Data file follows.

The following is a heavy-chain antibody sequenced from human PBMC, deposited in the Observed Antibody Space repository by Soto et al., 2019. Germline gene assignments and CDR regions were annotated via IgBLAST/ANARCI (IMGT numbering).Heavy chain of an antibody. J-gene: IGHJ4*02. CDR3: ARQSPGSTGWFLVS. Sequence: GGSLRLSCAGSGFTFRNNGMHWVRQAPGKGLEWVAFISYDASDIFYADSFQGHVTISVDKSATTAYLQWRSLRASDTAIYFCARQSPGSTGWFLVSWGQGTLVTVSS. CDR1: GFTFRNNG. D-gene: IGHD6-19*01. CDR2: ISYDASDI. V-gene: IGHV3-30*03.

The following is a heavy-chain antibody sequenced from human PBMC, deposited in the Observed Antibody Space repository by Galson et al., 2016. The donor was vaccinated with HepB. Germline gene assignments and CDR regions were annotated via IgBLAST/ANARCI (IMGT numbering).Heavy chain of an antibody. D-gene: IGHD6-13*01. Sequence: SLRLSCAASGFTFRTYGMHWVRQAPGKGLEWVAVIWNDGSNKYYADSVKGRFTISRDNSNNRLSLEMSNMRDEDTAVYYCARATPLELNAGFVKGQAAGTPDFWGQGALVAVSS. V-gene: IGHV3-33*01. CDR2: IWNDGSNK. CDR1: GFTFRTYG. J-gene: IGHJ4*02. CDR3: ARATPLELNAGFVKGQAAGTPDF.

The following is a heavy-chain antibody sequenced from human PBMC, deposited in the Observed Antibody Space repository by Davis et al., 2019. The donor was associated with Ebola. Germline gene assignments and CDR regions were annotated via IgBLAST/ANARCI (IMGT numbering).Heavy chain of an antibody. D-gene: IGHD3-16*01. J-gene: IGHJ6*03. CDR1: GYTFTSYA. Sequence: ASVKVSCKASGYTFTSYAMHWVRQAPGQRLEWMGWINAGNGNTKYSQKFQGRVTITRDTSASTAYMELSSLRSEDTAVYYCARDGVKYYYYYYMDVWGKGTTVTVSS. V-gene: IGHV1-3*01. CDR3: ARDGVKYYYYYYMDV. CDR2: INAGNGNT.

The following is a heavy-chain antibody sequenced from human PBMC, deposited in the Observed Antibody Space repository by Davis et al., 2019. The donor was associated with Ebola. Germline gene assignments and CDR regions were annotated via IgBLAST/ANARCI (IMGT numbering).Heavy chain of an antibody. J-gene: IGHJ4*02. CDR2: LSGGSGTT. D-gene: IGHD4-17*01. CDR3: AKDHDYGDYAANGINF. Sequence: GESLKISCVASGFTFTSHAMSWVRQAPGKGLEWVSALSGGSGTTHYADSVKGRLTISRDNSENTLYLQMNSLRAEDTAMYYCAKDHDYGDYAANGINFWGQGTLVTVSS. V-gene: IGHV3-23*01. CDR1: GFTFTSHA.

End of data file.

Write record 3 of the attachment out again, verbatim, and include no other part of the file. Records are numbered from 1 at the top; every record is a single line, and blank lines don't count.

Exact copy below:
The following is a heavy-chain antibody sequenced from human PBMC, deposited in the Observed Antibody Space repository by Davis et al., 2019. The donor was associated with Ebola. Germline gene assignments and CDR regions were annotated via IgBLAST/ANARCI (IMGT numbering).Heavy chain of an antibody. D-gene: IGHD3-16*01. J-gene: IGHJ6*03. CDR1: GYTFTSYA. Sequence: ASVKVSCKASGYTFTSYAMHWVRQAPGQRLEWMGWINAGNGNTKYSQKFQGRVTITRDTSASTAYMELSSLRSEDTAVYYCARDGVKYYYYYYMDVWGKGTTVTVSS. V-gene: IGHV1-3*01. CDR3: ARDGVKYYYYYYMDV. CDR2: INAGNGNT.